This type of situation happens all the time in the employee benefits industry. A network looks like it matches a group’s locations but when members start making appointments there are gaps. Minimizing network disruption to avoid employee dissatisfaction is often a big factor in making changes to the overall benefits package. Estimating disruption is one of the most common uses of NetMinder.
Carriers have taken different approaches to managing the inevitable disruption that comes with changing benefit plans and networks.
- Dental benefits companies frequently “stack” multiple lease partners on top of their direct contract network. Since many lease partners are working with multiple carriers, these networks are very similar which reduces disruption.
- Vision benefits companies are starting to work with multiple lease partners which reduces disruption when moving between networks as well. Additionally, vision networks rely heavily on retail chains such as Target, Wal-Mart, and JCPenney which also reduces disruption.
Broad medical networks are alike due to the nature of employer-sponsored medical insurance: very few people decline it when offered and virtually all doctors accept insurance because costs are high and utilization is virtually guaranteed over a lifetime. Narrow networks, however, have introduced a new element of disruption into the medical network marketplace. As they continue to evolve, it will be interesting to see what tools and strategies are developed to minimize disruption and dissatisfaction caused by changing plans and doctors while keeping costs down.
How are your networks different from your competition? How do you measure and track the differences?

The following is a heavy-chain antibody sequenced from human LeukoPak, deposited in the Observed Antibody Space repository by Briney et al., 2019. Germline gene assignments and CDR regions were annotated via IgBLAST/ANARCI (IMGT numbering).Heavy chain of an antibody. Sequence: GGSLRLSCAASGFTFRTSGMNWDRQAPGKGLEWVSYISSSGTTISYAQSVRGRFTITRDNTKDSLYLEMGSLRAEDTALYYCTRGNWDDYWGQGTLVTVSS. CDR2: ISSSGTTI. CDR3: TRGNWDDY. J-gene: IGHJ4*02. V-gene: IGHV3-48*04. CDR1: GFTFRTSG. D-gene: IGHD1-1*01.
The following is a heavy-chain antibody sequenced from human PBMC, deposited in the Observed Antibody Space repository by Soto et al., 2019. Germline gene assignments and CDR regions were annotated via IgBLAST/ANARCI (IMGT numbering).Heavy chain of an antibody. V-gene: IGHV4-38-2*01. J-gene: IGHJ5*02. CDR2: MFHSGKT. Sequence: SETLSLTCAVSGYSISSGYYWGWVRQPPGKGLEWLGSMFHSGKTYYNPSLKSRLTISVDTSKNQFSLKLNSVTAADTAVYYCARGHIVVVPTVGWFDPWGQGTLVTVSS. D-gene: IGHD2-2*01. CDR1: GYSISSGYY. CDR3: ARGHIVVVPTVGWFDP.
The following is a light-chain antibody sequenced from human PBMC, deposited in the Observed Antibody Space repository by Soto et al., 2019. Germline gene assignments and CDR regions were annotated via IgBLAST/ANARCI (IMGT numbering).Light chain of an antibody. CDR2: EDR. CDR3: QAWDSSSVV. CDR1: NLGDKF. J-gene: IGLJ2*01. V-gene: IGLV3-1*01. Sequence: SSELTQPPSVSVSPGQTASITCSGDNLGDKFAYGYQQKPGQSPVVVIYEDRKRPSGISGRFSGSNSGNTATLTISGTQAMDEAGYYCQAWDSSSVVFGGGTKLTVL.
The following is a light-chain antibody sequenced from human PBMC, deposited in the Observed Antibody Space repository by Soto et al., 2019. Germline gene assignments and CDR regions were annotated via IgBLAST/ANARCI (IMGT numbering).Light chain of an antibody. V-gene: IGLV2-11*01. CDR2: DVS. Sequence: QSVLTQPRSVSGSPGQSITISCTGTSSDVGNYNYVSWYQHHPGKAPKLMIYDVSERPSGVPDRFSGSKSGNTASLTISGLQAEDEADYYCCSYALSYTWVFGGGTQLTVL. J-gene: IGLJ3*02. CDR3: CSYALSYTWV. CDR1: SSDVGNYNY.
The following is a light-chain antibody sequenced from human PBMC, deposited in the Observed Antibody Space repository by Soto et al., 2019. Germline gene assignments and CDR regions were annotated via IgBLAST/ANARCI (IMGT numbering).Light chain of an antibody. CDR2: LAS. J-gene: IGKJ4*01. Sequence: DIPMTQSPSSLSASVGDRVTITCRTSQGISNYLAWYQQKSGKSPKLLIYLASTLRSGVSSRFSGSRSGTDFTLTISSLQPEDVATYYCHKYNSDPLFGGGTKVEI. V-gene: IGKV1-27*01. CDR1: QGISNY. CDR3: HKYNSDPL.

The lines of communication between doctors and insurance companies are key elements to make sure that patients get the treatment they need. Kaiser Permanente established a medical school affiliated with its hospital system with a vision “to provide a unique medical education embedded in a physician-led health care delivery system, that ignites a passion for learning, a desire to serve, and an unwavering commitment to improve the health and well-being of patients and communities.” The school broke ground in September 2017 and will enroll its first class of students in the fall of 2019.
Carey Goldberg, CommonHealth blog editor at WBUR, interviewed Dr. Mark Schuster about his plans for the Kaiser Permanente School of Medicine. Here are some highlights:
- Students will have experience in clinical settings from the very beginning. Schuster says, “our students will be in clinical settings from the start, doing work that’s appropriate to their level of experience. They might be interviewing patients or serving as navigators for them. We want our students to understand what it's like to be a patient who is intimidated by the health care system, fearful of potential diagnoses, confused by the jargon.”